Chaos and crisis are the two words most frequently used to describe the anarchy that has besieged the capital. Another word, uttered more quietly and with reserve, is revolution.
Monday in Bangkok saw early morning clashes that have continued into the afternoon between protesters and the army in several main intersections of downtown. Soldiers have opened fire on the crowds of demonstrators, who have responded by throwing gasoline bombs (Molotov cocktails) and setting at least one city bus on fire and sending it toward a line of troops. There have been no reports of casualties thus far, though at least 74 people have been injured, mostly because of tear gas fired by the troops.
A midday speech by the prime minister promised that the airports, train stations and major ports would be secured. But faith in his leadership is waning quickly as security forces struggle to contain the raging mob.
Another concurrent event that could also be called chaotic? Songkran _ the Thai water festival that ushers in the Buddhist New Year during the hottest month of the year.
On some Bangkok streets, you would never know there is political upheaval of this magnitude. Everywhere Thais are jubilantly dousing each other with hoses, buckets and squirt guns filled with water, and covering their bodies with white powder. Oh and dousing the foreigners despite my pleas to spare me (I got a big bucket of cold water down the back just 15 minutes ago).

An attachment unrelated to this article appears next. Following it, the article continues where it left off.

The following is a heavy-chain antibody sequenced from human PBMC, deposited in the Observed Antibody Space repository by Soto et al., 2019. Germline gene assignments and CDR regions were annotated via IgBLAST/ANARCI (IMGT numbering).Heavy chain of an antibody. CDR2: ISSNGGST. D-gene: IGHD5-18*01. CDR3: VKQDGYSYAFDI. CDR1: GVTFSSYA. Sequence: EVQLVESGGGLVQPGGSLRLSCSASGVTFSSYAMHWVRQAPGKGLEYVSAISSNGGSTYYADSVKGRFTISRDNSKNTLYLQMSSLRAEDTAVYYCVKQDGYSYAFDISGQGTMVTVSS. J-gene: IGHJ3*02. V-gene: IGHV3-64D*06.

It also might be helping to mitigate more severe disruptions, as many Thais use the extended holiday to see their families in provinces around the country, creating the emptiness we might experience in the States on Labor Day. Lines of cars aren’t parked on the side of the street and traffic jams have been minimal (which is a huge feat for this city). The lack of people in the city until Wednesday means that the intersections blocked by commandeered public buses and lines of troops to stem the tide of demonstrators won’t create disruptions of the magnitude it might on a regular weekday.
In a country so plagued by instability it is refreshing to see Thais still take the time to enjoy this revered national holiday. Now if only the protesters would join in, maybe some of the fires and anger could be doused.
Music by Andre Rieu & The Johann Strauss Orchestra and Byron Stingily.